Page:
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De-escalate encounters with persons in mental health crisis using noninvasive alternatives to force

Training, tactics and tools give officers options for resolving potential conflict without contact

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BolaWrap is a noninvasive restraining device that can bring a person in crisis into compliance without force.

Wrap Technologies

Sponsored by Wrap Technologies

By Laura Neitzel, Police1 BrandFocus Staff

Use of force by law enforcement has always been under scrutiny, but that scrutiny has grown more intense in recent years as public demands for reform in policing have grown louder. Officers are already undergoing a crisis of public confidence as well as internal struggles as agencies grapple with recruiting and retention problems and short staffing.

Meanwhile, other problems – like opioid addiction and untreated mental illness – are growing and putting further pressure on police officers, who are often the first to respond to a person in crisis (PIC). The American Psychological Association estimates that at least 20% of police calls for service involve a mental health or substance use crisis.i

While police departments are under pressure to reduce use of force, they are also responding to more calls with people who are not necessarily unwilling – but often unable – to comply with police commands. Having to use escalating levels of force to bring an individual into compliance not only increases the risk of injury or death to the person in crisis, it also increases the risk of death or injury to the officer.

Using force against a noncompliant PIC can lead to other negative consequences for the agency or officer, including litigation, increased insurance costs, loss of career and emotional and psychological trauma.

What is needed to reduce use-of-force encounters with PICs are alternative tactics and tools – like BolaWrap – that reduce conflict with no or minimal physical contact.

Risks inherent in encounters with persons in crisis

Treatment Advocacy Center estimates that at least “one in four fatal police encounters ends the life of an individual with severe mental illness.”ii

“People with severe mental illness are being routinely abandoned by the mental health system. It forces law enforcement officers (LEOs) to step into a dangerous situation if the untreated become a `danger to self or others,’” according to Mental Illness Policy Org. “This too frequently results in people with untreated severe mental illness being injured, incarcerated and sometimes killed by police. It also, too frequently, results in police being injured or killed by people with untreated severe mental illness.” iii

Often these encounters end in injury or death for the person in crisis, and the department and responding officers can face allegations of using excessive force. Whether or not an individual officer is found liable, an incident like this can impact not only the department, but the officer’s career and mental health.

According to a 2006 review of officer-involved shootings, “The sources of stress attached to an officer-involved shooting are multiple and include the officer’s own psychological reaction to taking a life, the responses of law enforcement peers and the officer’s family, rigorous examination by departmental investigators and administrators, possible disciplinary action or change of assignment, possible criminal and civil court action, and unwanted attention – sometimes outright harassment – by the media.”iv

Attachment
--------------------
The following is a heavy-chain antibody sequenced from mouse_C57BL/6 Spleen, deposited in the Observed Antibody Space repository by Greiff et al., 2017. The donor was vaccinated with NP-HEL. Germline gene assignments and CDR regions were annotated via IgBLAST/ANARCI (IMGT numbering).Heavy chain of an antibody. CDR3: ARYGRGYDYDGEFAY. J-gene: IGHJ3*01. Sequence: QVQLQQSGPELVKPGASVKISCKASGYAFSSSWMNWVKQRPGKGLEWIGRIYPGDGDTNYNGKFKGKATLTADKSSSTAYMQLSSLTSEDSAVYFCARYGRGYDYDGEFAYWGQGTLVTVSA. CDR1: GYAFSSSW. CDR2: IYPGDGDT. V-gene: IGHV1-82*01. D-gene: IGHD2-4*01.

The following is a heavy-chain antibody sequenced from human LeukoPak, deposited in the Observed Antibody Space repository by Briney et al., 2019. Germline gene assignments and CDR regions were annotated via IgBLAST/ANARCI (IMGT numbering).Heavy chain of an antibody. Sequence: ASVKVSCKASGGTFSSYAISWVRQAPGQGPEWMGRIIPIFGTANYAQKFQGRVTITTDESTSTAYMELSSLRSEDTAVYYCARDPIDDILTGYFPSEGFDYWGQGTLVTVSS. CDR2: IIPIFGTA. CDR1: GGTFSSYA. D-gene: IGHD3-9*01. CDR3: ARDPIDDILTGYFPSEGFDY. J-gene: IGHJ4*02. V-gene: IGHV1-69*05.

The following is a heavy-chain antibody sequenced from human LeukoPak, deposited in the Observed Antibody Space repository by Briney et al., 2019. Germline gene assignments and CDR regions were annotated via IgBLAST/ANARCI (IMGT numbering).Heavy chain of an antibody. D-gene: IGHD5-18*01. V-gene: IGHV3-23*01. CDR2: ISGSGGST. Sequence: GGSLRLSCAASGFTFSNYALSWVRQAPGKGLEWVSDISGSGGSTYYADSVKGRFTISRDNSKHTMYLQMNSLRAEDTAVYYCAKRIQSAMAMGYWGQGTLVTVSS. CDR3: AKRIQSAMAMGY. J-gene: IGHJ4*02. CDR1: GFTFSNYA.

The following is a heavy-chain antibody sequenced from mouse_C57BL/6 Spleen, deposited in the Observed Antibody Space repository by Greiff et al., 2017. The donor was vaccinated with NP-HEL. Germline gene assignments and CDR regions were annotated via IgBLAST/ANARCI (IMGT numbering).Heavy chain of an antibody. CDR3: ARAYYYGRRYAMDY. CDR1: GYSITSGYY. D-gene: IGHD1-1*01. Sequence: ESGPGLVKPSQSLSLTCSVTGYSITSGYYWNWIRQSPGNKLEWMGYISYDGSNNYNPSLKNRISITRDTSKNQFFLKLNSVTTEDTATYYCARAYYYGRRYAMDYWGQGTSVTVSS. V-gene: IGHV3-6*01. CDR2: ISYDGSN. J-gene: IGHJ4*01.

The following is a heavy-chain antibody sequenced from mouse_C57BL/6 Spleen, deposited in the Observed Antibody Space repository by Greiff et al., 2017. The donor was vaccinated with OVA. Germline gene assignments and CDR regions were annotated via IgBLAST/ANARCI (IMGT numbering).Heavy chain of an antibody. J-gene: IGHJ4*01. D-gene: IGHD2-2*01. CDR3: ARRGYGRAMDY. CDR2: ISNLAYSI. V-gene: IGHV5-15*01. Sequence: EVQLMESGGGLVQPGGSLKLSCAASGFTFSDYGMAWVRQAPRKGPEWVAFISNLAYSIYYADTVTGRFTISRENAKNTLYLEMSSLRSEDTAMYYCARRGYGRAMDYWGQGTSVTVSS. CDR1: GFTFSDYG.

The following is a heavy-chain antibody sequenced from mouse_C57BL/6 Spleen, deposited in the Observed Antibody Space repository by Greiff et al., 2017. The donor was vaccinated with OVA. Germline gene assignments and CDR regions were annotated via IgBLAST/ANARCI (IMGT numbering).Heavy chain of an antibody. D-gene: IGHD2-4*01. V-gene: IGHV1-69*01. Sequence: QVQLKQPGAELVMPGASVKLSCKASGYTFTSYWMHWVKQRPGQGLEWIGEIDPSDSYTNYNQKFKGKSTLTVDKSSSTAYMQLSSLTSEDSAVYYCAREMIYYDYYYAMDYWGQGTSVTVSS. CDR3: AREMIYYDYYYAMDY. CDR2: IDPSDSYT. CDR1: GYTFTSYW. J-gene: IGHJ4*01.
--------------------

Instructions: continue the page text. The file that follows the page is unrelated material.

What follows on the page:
While encounters are unpredictable and officers often have no choice but to apply more aggressive tactics or lethal force, no officer wants to risk their life or career or take an innocent life.

There is increasing recognition that police officers are often thrust into positions where they have to make difficult judgments about the mental state and intent of an individual perceived to be in crisis. Special skills, techniques, abilities and tools are required to effectively and appropriately resolve the situation while minimizing violence.

Here are some of the actions law enforcement agencies are taking to reduce the risk of having to use force in encounters with persons in crisis.

Crisis intervention team training

The International Association of Chiefs of Police recommends that law enforcement agencies provide officers with training to determine whether a person’s behavior is indicative of a mental health crisis and equip their personnel with guidance, techniques, response options and resources so situations may be resolved in as constructive, safe and humane a manner as possible.

Crisis intervention team (CIT) training teaches law enforcement officers to safely de-escalate mental and behavioral health crisis situations. Law enforcement agencies that have CIT programs in place have reported as much as an 80% decrease in officer injuries during mental health crisis situations.v

Research has indicated that police CIT training is effective and has good outcomes for police officers who receive the training. A survey of police officers indicated that CIT-trained officers perceived themselves as less likely to escalate to the use of force in a hypothetical mental health crisis encounter.

There is also good evidence for benefit in officer-level outcomes, such as officer satisfaction and self-perception of a reduction in the use of

Coresponder teams

In addition to CIT training, some law enforcement agencies are moving to a model for crisis response that pairs trained police officers with mental health professionals to respond to incidents involving individuals experiencing behavioral health crises.

While the coresponder model is fairly new, preliminary evidence indicates it shows promise in enhancing crisis de-escalation, increasing individuals’ connection to services and reducing pressure on the criminal justice system by reducing arrests, police detentions and time spent by officers in responding to calls for service.vii